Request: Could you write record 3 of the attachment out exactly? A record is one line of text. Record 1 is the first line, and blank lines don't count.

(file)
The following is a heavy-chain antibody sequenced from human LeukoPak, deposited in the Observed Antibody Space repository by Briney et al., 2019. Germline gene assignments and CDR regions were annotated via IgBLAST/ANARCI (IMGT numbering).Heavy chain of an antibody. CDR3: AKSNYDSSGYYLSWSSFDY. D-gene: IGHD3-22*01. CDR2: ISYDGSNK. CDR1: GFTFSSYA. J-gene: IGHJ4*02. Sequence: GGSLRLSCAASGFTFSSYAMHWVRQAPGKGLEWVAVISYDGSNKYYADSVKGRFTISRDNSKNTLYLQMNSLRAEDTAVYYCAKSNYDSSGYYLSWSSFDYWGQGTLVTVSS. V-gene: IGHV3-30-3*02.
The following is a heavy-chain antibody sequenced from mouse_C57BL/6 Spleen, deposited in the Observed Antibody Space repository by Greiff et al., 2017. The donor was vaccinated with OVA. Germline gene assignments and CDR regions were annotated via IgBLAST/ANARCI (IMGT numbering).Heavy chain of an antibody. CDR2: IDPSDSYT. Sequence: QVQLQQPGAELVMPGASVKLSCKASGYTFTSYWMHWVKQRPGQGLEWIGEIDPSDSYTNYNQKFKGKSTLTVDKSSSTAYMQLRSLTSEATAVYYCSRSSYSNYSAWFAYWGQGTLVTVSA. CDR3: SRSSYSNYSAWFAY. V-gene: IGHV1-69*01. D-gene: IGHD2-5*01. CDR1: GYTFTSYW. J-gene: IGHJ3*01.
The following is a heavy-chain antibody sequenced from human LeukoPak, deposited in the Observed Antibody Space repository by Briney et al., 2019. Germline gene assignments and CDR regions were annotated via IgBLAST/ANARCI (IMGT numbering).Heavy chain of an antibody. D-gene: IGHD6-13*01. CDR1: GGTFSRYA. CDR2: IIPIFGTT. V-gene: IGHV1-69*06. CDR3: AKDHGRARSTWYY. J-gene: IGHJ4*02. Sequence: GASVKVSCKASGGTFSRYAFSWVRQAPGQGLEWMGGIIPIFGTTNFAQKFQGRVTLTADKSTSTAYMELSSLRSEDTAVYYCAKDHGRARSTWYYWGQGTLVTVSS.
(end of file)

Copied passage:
The following is a heavy-chain antibody sequenced from human LeukoPak, deposited in the Observed Antibody Space repository by Briney et al., 2019. Germline gene assignments and CDR regions were annotated via IgBLAST/ANARCI (IMGT numbering).Heavy chain of an antibody. D-gene: IGHD6-13*01. CDR1: GGTFSRYA. CDR2: IIPIFGTT. V-gene: IGHV1-69*06. CDR3: AKDHGRARSTWYY. J-gene: IGHJ4*02. Sequence: GASVKVSCKASGGTFSRYAFSWVRQAPGQGLEWMGGIIPIFGTTNFAQKFQGRVTLTADKSTSTAYMELSSLRSEDTAVYYCAKDHGRARSTWYYWGQGTLVTVSS.